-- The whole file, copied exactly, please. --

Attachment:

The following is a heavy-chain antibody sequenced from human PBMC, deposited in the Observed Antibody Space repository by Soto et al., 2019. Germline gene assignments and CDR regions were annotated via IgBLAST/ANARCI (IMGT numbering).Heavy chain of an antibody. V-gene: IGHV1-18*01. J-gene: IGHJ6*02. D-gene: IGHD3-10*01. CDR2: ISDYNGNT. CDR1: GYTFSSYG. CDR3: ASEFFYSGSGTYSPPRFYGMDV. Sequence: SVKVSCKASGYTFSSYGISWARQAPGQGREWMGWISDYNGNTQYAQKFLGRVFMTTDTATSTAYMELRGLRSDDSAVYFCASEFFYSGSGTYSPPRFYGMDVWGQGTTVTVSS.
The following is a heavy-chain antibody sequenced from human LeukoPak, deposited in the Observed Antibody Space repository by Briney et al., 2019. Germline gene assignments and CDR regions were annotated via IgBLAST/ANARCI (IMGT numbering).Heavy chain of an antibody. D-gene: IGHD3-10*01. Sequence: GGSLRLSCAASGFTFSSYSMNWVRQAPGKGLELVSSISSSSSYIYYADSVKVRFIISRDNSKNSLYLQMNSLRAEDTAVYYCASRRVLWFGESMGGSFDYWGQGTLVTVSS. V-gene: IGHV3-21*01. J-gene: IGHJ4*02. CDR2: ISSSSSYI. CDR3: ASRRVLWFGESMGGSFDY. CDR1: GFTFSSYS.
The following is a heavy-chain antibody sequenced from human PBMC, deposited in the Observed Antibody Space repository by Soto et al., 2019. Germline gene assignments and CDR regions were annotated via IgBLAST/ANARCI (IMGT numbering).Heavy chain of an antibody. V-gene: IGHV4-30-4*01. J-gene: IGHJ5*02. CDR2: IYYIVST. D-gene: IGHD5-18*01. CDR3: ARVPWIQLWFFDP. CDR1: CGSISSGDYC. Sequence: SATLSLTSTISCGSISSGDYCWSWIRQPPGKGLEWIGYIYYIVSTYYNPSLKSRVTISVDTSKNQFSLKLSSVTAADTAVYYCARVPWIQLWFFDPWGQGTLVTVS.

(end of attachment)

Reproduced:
The following is a heavy-chain antibody sequenced from human PBMC, deposited in the Observed Antibody Space repository by Soto et al., 2019. Germline gene assignments and CDR regions were annotated via IgBLAST/ANARCI (IMGT numbering).Heavy chain of an antibody. V-gene: IGHV1-18*01. J-gene: IGHJ6*02. D-gene: IGHD3-10*01. CDR2: ISDYNGNT. CDR1: GYTFSSYG. CDR3: ASEFFYSGSGTYSPPRFYGMDV. Sequence: SVKVSCKASGYTFSSYGISWARQAPGQGREWMGWISDYNGNTQYAQKFLGRVFMTTDTATSTAYMELRGLRSDDSAVYFCASEFFYSGSGTYSPPRFYGMDVWGQGTTVTVSS.
The following is a heavy-chain antibody sequenced from human LeukoPak, deposited in the Observed Antibody Space repository by Briney et al., 2019. Germline gene assignments and CDR regions were annotated via IgBLAST/ANARCI (IMGT numbering).Heavy chain of an antibody. D-gene: IGHD3-10*01. Sequence: GGSLRLSCAASGFTFSSYSMNWVRQAPGKGLELVSSISSSSSYIYYADSVKVRFIISRDNSKNSLYLQMNSLRAEDTAVYYCASRRVLWFGESMGGSFDYWGQGTLVTVSS. V-gene: IGHV3-21*01. J-gene: IGHJ4*02. CDR2: ISSSSSYI. CDR3: ASRRVLWFGESMGGSFDY. CDR1: GFTFSSYS.
The following is a heavy-chain antibody sequenced from human PBMC, deposited in the Observed Antibody Space repository by Soto et al., 2019. Germline gene assignments and CDR regions were annotated via IgBLAST/ANARCI (IMGT numbering).Heavy chain of an antibody. V-gene: IGHV4-30-4*01. J-gene: IGHJ5*02. CDR2: IYYIVST. D-gene: IGHD5-18*01. CDR3: ARVPWIQLWFFDP. CDR1: CGSISSGDYC. Sequence: SATLSLTSTISCGSISSGDYCWSWIRQPPGKGLEWIGYIYYIVSTYYNPSLKSRVTISVDTSKNQFSLKLSSVTAADTAVYYCARVPWIQLWFFDPWGQGTLVTVS.